As you plan your trip to Aspen Snowmass, be knowledgeable about altitude sickness. Visitors can feel ill when traveling to mountain destinations as high-elevation towns such as Aspen have less oxygen than cities at sea level.
Symptoms of altitude sickness include shortness of breath, headaches, diminished appetite, swelling of extremities, and overall physical fatigue. Below are some tips to prevent altitude sickness as well as a few possible remedies should you begin to feel the symptoms.
Most Aspen visitors do not experience altitude sickness, and those who do cannot attribute their symptoms to age, gender, or fitness level. Even those who travel to moderate altitudes, such as Denver at 5,280 feet above sea level, may experience altitude sickness conditions for a day or two as their bodies adjust. Travelers who look to go to high altitudes, such as 14,000 feet, are more at risk for severe altitude sickness. (Severe sickness is not common under 8,000 feet.)
Those who do suffer from altitude sickness generally develop Acute Mountain Sickness (AMS). This is the most mild form of altitude sickness and can feel similar to a hangover with symptoms including dizziness, headache, muscle ache, and nausea.
A more acute form of altitude sickness is High Altitude Pulmonary Edema, or HAPE. This affliction includes a buildup of fluid in the lungs that can be very dangerous.
Yet another form of altitude sickness is High Altitude Cerebra Edema, or HACE. This is the most extreme and life-threatening case, which includes fluid buildup in the brain.
HAPE starts with a progressive breathlessness sensation attributed to dilated blood vessels in the lungs that is often recognized by its signature frothy cough. If not treated, fluid can fill the lungs and potentially cause heart failure. People with conditions such as asthma are more susceptible to HAPE.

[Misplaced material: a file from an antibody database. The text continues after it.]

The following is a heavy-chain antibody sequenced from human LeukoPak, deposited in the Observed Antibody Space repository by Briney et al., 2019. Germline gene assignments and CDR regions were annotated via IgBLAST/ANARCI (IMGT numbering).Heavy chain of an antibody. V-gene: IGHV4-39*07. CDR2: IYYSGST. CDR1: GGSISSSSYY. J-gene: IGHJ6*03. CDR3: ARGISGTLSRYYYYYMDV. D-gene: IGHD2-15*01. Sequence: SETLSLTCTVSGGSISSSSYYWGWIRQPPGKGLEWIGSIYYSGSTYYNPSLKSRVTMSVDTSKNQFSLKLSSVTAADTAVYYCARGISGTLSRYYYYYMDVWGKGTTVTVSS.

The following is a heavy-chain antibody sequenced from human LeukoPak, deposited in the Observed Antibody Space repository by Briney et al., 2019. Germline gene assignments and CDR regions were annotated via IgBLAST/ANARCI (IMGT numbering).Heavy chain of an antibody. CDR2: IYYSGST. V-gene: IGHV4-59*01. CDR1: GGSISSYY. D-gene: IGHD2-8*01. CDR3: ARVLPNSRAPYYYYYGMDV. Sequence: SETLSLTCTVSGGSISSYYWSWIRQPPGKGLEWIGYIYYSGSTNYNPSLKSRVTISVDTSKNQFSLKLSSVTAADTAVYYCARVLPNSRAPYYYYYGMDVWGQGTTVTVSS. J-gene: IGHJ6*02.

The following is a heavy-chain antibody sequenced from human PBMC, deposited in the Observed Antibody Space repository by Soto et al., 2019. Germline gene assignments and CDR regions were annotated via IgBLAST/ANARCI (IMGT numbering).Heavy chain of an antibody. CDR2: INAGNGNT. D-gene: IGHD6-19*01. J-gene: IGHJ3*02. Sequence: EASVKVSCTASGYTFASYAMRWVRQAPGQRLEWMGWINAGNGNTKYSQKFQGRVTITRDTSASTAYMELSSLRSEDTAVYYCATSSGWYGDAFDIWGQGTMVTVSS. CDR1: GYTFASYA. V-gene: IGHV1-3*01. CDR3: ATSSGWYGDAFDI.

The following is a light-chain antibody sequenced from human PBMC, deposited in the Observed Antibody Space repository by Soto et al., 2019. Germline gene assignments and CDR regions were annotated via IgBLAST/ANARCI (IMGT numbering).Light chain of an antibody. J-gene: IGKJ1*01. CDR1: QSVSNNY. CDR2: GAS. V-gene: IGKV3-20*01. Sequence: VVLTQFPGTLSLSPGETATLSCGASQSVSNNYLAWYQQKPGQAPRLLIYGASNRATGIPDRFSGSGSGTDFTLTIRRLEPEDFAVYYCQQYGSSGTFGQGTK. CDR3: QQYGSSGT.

HACE is similar, although it affects the blood vessels in the brain, which can lead to dangerous brain swelling.
Should you or someone in your group begin to feel severe effects of altitude sickness, we strongly recommend you seek medical attention. Those who suffer from a more minor case are encouraged to follow some important tips.
Tips to Avoid Altitude Illness in Aspen
- Allow yourself time to acclimate. Take it slow during your first day or two in Aspen, and do not exert too much energy when you first arrive. Listen to your body!
- Drink water. Drink as much water as you can. Fluids will help the body adjust. Stay away from alcohol or caffeine. Mix one-half water with one-half Gatorade for added electrolytes. Aspen has a great public water supply, and bottled water is available at several locations around town. Try for 3-4 quarts per day!
- Eat well. Eat light carbs such as pasta, and stay away from "heavier" foods.
- Descend. If you are affected by a form of altitude sickness, the first step to lower your elevation. Going down in altitude 1,000 or 2,000 feet may help the body return to normal. Remember to not ascend again until you are 100 percent better! When you do ascend, avoid increasing by more than 1,000 feet per day, so your body can adjust.
- Supplements. Taking an anti-inflammatory like Aleve or Advil may help with the discomfort and headaches. Do not take sleeping pills. Gingko has been known to enhance circulation, which means more oxygen in your body. Studies show taking a gingko extract can be effective if taken one day before arrival, but is more effective if taken five days prior.
What is the Elevation of Aspen?
Aspen's elevation is 7,908 feet, but the four Aspen Snowmass ski areas reach elevations of more than 11,000 feet.
We are your local Aspen guides
Frias Properties offers Aspen's largest selection of centrally located vacation rentals, and we have served Aspen's guests for more than 45 years. Our Aspen-based Reservations Team and Concierge are happy to answer any questions about traveling to our destination. Please lean on us for advice on this topic and others! Contact us, or start your search for the perfect Aspen vacation rental.